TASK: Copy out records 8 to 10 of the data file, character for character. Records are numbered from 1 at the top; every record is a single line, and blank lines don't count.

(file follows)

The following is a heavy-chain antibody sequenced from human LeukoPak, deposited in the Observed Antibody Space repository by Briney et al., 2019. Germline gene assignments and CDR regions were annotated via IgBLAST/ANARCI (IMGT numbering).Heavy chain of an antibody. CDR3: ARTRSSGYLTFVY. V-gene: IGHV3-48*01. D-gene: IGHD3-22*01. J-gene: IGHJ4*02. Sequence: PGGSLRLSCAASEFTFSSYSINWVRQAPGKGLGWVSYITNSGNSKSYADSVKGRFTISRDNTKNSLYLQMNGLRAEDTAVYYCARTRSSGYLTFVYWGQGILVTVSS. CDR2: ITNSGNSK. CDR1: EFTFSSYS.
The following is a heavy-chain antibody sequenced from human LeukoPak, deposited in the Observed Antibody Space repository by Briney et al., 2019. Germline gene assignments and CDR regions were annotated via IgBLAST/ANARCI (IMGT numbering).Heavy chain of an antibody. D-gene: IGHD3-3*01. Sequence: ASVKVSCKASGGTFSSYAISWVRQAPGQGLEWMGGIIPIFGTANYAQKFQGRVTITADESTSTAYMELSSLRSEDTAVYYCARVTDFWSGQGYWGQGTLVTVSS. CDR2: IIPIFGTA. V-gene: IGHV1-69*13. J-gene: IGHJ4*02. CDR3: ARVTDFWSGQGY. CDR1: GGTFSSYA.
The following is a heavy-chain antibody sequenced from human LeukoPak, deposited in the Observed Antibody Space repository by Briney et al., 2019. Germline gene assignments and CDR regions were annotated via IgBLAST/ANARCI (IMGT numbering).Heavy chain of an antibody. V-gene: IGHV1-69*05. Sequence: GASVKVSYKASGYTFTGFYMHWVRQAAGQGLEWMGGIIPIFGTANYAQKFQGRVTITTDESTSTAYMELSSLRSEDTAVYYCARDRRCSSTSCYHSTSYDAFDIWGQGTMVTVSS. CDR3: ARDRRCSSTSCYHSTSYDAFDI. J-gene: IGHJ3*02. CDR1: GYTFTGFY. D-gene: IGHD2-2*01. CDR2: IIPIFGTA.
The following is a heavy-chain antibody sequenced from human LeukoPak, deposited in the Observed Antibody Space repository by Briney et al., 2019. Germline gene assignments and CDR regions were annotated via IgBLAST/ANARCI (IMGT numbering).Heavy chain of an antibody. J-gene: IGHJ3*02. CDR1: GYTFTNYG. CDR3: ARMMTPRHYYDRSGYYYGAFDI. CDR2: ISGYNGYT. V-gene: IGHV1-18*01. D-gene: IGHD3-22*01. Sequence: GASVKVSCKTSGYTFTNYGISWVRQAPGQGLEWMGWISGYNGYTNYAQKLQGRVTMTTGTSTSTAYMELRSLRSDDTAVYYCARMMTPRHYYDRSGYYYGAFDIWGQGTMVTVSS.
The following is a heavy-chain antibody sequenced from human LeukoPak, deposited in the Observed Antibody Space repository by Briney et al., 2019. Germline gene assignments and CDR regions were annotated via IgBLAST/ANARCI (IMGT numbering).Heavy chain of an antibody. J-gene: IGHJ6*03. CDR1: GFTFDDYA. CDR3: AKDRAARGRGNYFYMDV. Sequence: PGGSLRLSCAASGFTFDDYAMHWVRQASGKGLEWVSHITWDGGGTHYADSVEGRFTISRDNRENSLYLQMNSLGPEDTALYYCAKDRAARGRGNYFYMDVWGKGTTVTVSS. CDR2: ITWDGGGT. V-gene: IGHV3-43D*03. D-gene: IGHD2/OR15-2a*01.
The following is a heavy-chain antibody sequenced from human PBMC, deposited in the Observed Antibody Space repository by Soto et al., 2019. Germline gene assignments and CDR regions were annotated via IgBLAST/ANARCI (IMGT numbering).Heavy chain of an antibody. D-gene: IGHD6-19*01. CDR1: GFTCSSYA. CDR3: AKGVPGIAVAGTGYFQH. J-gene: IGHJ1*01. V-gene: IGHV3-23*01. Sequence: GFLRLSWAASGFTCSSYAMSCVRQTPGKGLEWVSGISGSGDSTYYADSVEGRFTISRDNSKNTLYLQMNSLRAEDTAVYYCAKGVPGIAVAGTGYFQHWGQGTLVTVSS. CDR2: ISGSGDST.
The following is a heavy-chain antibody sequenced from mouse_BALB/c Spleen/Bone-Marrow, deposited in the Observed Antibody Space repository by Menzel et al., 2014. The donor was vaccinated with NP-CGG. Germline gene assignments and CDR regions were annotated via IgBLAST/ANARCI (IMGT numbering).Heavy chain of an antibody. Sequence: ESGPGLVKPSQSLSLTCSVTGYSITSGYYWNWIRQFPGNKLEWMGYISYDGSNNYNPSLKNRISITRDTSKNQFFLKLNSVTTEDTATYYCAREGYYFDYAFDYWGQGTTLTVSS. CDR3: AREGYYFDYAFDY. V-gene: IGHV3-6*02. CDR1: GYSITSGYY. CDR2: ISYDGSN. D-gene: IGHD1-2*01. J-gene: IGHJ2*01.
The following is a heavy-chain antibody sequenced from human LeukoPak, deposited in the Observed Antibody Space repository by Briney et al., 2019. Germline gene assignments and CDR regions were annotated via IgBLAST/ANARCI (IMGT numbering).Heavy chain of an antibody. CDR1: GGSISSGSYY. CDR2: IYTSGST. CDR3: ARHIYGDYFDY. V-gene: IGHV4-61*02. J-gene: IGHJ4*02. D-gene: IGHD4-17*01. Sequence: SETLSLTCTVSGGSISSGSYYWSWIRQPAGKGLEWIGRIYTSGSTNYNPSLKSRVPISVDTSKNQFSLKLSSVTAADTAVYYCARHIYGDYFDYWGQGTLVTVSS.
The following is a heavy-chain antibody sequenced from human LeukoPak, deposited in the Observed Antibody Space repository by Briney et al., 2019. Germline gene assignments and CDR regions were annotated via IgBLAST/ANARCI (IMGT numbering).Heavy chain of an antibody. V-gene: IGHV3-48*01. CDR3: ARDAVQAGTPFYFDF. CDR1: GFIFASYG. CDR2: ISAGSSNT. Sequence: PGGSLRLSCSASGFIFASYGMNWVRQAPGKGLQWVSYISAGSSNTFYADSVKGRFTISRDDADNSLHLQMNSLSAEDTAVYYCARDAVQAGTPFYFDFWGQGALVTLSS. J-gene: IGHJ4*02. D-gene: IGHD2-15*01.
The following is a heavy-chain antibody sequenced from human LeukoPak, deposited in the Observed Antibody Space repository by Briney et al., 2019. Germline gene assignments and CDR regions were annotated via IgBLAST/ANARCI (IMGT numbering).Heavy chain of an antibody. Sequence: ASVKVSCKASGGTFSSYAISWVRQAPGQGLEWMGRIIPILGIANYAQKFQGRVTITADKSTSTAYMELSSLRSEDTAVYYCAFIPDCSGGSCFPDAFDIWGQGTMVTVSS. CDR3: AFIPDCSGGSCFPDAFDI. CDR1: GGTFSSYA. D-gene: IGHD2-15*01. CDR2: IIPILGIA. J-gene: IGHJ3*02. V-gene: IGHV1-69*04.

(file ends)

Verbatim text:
The following is a heavy-chain antibody sequenced from human LeukoPak, deposited in the Observed Antibody Space repository by Briney et al., 2019. Germline gene assignments and CDR regions were annotated via IgBLAST/ANARCI (IMGT numbering).Heavy chain of an antibody. CDR1: GGSISSGSYY. CDR2: IYTSGST. CDR3: ARHIYGDYFDY. V-gene: IGHV4-61*02. J-gene: IGHJ4*02. D-gene: IGHD4-17*01. Sequence: SETLSLTCTVSGGSISSGSYYWSWIRQPAGKGLEWIGRIYTSGSTNYNPSLKSRVPISVDTSKNQFSLKLSSVTAADTAVYYCARHIYGDYFDYWGQGTLVTVSS.
The following is a heavy-chain antibody sequenced from human LeukoPak, deposited in the Observed Antibody Space repository by Briney et al., 2019. Germline gene assignments and CDR regions were annotated via IgBLAST/ANARCI (IMGT numbering).Heavy chain of an antibody. V-gene: IGHV3-48*01. CDR3: ARDAVQAGTPFYFDF. CDR1: GFIFASYG. CDR2: ISAGSSNT. Sequence: PGGSLRLSCSASGFIFASYGMNWVRQAPGKGLQWVSYISAGSSNTFYADSVKGRFTISRDDADNSLHLQMNSLSAEDTAVYYCARDAVQAGTPFYFDFWGQGALVTLSS. J-gene: IGHJ4*02. D-gene: IGHD2-15*01.
The following is a heavy-chain antibody sequenced from human LeukoPak, deposited in the Observed Antibody Space repository by Briney et al., 2019. Germline gene assignments and CDR regions were annotated via IgBLAST/ANARCI (IMGT numbering).Heavy chain of an antibody. Sequence: ASVKVSCKASGGTFSSYAISWVRQAPGQGLEWMGRIIPILGIANYAQKFQGRVTITADKSTSTAYMELSSLRSEDTAVYYCAFIPDCSGGSCFPDAFDIWGQGTMVTVSS. CDR3: AFIPDCSGGSCFPDAFDI. CDR1: GGTFSSYA. D-gene: IGHD2-15*01. CDR2: IIPILGIA. J-gene: IGHJ3*02. V-gene: IGHV1-69*04.